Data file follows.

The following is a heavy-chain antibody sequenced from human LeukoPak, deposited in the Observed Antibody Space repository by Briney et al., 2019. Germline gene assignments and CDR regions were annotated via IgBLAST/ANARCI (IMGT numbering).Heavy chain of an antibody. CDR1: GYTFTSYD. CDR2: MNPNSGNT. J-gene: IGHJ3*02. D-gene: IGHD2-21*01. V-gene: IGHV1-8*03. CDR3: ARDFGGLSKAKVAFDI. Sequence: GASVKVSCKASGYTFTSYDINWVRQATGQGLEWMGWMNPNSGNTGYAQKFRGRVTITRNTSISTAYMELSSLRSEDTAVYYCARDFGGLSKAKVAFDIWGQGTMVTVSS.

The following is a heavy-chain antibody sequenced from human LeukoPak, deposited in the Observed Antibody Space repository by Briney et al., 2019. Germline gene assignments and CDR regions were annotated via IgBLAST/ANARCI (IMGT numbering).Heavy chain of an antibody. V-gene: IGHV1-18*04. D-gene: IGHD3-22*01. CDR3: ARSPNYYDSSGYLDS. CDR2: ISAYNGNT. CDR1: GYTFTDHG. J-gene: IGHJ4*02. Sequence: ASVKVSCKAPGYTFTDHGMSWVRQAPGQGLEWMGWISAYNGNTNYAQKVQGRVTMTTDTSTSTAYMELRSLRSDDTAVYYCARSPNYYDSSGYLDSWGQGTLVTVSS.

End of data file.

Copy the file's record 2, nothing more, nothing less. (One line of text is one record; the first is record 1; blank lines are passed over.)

The following is a heavy-chain antibody sequenced from human LeukoPak, deposited in the Observed Antibody Space repository by Briney et al., 2019. Germline gene assignments and CDR regions were annotated via IgBLAST/ANARCI (IMGT numbering).Heavy chain of an antibody. V-gene: IGHV1-18*04. D-gene: IGHD3-22*01. CDR3: ARSPNYYDSSGYLDS. CDR2: ISAYNGNT. CDR1: GYTFTDHG. J-gene: IGHJ4*02. Sequence: ASVKVSCKAPGYTFTDHGMSWVRQAPGQGLEWMGWISAYNGNTNYAQKVQGRVTMTTDTSTSTAYMELRSLRSDDTAVYYCARSPNYYDSSGYLDSWGQGTLVTVSS.